Ceramics Today
Home | Articles | Featured Artists | Contact | Search

Watercolors on Porcelain

atercolors on Porcelain is a technique developed by the Norwegian ceramic artist Arne Åse in the late 1980s and a technique that I have been experimenting and using myself since 1994. This particular technique can really be dubbed 'unique', as it has very little to do with traditional glazes to achieve color effects. It also has little to do with traditional artists watercolors - these are actually very finely ground pigments, dispersed in water, whereas the Watercolors on Porcelain use watersoluble metal salts, such as Cobalt Sulphate, Iron Sulphate, Copper Sulphate, Potassium Dichromate, Uranyl Nitrate or other metal sulphates, chlorides or nitrates to achieve the colour effects. While these metal salts achieve colors of the same category as their oxide counterparts (eg. cobalt = blue), the effects are quite different.

As can be seen above, sometimes the metal salts will crystallize on drying, giving a varied surface. Another interesting effect can be seen in the use of Uranyl Nitrate and phosphoric acid. The acid, once applied on top of a layer of Uranyl Nitrate, depresses the color into the clay body, revealing the white porcelain underneath. This technique also generates a 'halo' effect, with the color concentrating on the edges of the acid. The Watercolors on Porcelain technique can also be useful for writing calligraphy on tiles, vessels or sculpture.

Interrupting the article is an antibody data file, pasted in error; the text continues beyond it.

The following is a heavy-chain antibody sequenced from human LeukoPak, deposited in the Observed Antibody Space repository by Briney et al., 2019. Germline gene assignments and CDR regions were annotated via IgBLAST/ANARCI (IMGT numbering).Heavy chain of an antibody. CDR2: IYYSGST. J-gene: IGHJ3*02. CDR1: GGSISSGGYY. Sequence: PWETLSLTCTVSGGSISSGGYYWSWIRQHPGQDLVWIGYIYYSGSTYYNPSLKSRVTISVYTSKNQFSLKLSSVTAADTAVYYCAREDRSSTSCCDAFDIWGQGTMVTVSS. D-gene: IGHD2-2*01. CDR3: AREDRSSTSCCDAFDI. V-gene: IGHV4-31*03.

This is a great technique, but also one to be taken very seriously, as the metal salts can be extremely hazardous to your health and precautions need to be taken. If you want to find out more about this technique, I suggest you get hold of a copy of Arne Åse's book Watercolors on Porcelain, which has been published in the US - you may also find it in a good library.

More on Watercolors on Porcelain
More Articles

© Ceramics Today